Berlin’s airport chief Hartmut Mehdorn has defended the lengthening delays and growing cost of the future Brandenburg hub, with the troubled terminal’s capacity having persistently lagged behind demand since construction began a decade ago.
The terminal will be too small when it opens, Mehdorn indicated in a television interview with German regional broadcaster RBB on 11 March.
The airport will be completed according to its current specification for a capacity of 27 million passengers. But after Berlin’s existing Tegel and Schoenefeld airports served 26 million travellers last year, the volume is set to rise further to “more than 30 million” in 2016 and 35 million in 2020, Mehdorn says.
An opening date remains unclear, but it is now expected that the German capital’s future airport will not be inaugurated before 2016. Air Berlin chief executive Wolfgang Prock-Schauer said earlier this month that it was “safe to say” the airport won’t open in 2015, and that he could only “assume” it would be up and running in 2016.
When construction began in 2004, the terminal design was based on an expected throughput of 15 million passengers, but the capacity was gradually increased with additional airport piers and modules “here and there”, says Mehdorn. Now, the planners are working on different proposals how capacity could be further expanded.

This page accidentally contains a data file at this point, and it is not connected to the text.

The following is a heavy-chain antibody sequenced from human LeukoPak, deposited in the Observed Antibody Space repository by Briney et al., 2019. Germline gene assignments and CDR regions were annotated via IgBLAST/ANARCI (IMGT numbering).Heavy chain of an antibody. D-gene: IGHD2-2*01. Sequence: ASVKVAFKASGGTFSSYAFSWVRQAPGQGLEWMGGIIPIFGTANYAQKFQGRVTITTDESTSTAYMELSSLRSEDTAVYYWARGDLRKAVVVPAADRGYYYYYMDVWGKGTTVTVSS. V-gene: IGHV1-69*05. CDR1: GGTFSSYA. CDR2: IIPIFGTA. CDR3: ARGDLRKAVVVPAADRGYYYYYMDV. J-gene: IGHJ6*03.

Local media have reported that Mehdorn proposed a continued operation of Schoenefeld’s existing two terminals on the northern perimeter of Brandenburg areal. He says, however, that no decision has yet been made.
Tegel is to be closed six months after the new airport has been inaugurated.
With the terminal’s planned expansion, the construction costs could rise above €5 billion ($6.9 billion), says Mehdorn. As its capacity has doubled, the cost of the new airport would likewise increase twofold, he says. However, the chief executive claims the Brandenburg hub will be among the most reasonably priced international airport projects, once it has been completed.
The gradual growth of the terminal complex has also been the main reason for the inadequate fire-protection system, the primary cause of the failed inauguration in June 2012. The smoke-extraction and fresh air supply systems were not adequately enlarged as the airport grew in size, says Mehdorn.
The airport operator needs to install a completely redesigned smoke-extraction and fresh air supply system in the terminal complex. The work is progressing “step by step”, although this was happening “in some areas not as quickly as we would like”, says Mehdorn.
He cites European regulations, which require construction contracts to be tendered across the EU, as a cause of time-consuming hold-ups.
Meanwhile, plans for a part-opening of the terminal’s northern pier for limited airline operations have been called off. The airport operator had planned to operate a small number flights a day from the pier to test a number of systems, such as the IT network.
However, Mehdorn says that the required investment for the trial could not be secured in time for the planned start in July. “This [test] would not make sense in winter, so we had to call it off,” he says.